This is James Taylor with Theatre Talk.
The worst character in dramatic literature is the one who can do anything. Imagine a Greek tragedy where the Gods are infallible--with no weaknesses or human traits--or a Rocky movie where the favorite never lets down his guard. Drama depends on the possibility that the mighty can fall.
The greatest feat of magic pulled off in the one-man show, Ricky Jay and his 52 Assistants, is that the protagonist is never wrong, he makes no mistakes, and honestly seems to posses powers worthy of Greek legend--yet, the show somehow maintains its dramatic hold on the audience.
Those fortunate enough to have tickets--or get one of the few remaining seats--for this show (running through January 27) will see the curtains open to reveal a Victorian drawing room, which feels so comfortable in the Geffen's intimate Audrey Skirball Kenis Theater, that one would swear the new space was built for it alone. Of course, it wasn't. Ricky Jay has been performing 52 Assistants since before the Geffen was even called the Geffen. It opened in 1994, played off-Broadway (where I first saw it in 1998) and here in Los Angeles, in addition to touring all over the world to sellout audiences.
In between LA engagements, Mr. Jay has written a number of books, starred in a good deal of films and television shows and even hosted a radio show on KCRW, which for a while was heard in this very time slot. Because of this, it should be admitted that this station--and this host--are predisposed towards Ricky Jay's unique brand of wizardry.
Still, I can say honestly that when I saw the show eight years ago, with just a passing knowledge of who Ricky Jay was, 52 Assistants held me in a complete state of wonder. Almost a decade later, the same show remains equally captivating. The feats of magic, widely acknowledged as world class, still delight; but a second viewing acts as a reminder of how 52 Assistants (deftly directed by David Mamet) helped expand the one-person show beyond mere monologue. The variety of one-person acts in legitimate theaters today is in large part due to the success and acclaim of 52 Assistants.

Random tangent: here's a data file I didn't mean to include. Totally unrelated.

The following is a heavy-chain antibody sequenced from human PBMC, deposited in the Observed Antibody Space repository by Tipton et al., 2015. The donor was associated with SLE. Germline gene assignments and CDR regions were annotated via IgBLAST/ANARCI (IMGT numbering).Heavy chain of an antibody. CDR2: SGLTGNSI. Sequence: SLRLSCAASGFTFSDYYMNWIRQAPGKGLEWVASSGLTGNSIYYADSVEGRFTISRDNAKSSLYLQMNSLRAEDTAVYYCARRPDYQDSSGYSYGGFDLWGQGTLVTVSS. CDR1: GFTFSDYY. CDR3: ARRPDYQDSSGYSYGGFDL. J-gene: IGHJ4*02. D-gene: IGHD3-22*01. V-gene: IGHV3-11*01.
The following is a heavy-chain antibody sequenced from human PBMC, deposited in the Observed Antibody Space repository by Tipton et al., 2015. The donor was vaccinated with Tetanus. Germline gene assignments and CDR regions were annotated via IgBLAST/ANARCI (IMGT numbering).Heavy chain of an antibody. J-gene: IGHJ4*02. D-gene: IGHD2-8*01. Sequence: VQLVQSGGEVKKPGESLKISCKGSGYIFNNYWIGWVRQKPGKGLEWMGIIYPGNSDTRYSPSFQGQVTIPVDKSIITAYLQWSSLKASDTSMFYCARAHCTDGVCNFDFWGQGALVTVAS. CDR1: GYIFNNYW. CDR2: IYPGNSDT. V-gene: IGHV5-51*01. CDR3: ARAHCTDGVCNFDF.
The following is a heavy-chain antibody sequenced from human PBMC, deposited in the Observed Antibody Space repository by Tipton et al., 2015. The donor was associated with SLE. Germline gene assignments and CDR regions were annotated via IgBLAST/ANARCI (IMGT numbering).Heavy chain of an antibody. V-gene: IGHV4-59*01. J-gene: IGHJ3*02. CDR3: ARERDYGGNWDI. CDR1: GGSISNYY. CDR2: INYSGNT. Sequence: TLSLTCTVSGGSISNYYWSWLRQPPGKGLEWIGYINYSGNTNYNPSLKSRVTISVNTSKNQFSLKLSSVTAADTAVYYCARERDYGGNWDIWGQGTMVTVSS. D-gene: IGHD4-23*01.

But ultimately, a repeat viewing hints that the show does adhere to classical dramatic notions. The mighty do fall in Mr. Jay's theater piece, it's just the mighty laws of reason, gravity, and plain sight that are shown to be fallible by 52 playing cards and one amazingly unbeatable underdog.
In this context, to mention a famed Russian mime who founded his own troupe of clowns and became President of the Academy of Fools might sound like an anecdote from Ricky Jay's act; but no, Slava Polunin is in fact a living artist who's performing only a few minutes walk from the Geffen. Running through this Sunday at UCLA's Royce Hall, Slava's Snowshow, like 52 Assistants, has been performed off-Broadway and around the world since the early 1990's. Instead of the magic of words and conjuring; Snowshow and its clowns employ the magic of sound and spectacle.
Most of the set-pieces involve simple visual gags set against immense sets and grandiose music. Slava himself plays the main clown, dressed in a baggy yellow smock; and his partners in pantomime all wear green rain coats and hats with flaps that look like airplane propellors. They engage in various bits of tomfoolery and make-believe, but only once does the Snowshow elevate the simple, sublime artistry of clowning. Slava puts one arm into a jacket on a coat rack, and the scene instantly transforms into a farewell between two lovers. This is not a new routine, but it's performed perfectly--and it comes at a point in the show, when we've almost lost touch of the personal amidst the loud flurry of imagery and pranks. As a whole, this work of Slava's is more carnival than theater, but its quieter moments possess enough magic to linger in the memory long after the rest of the Snowshow has melted away.
This is James Taylor with Theatre Talk for KCRW.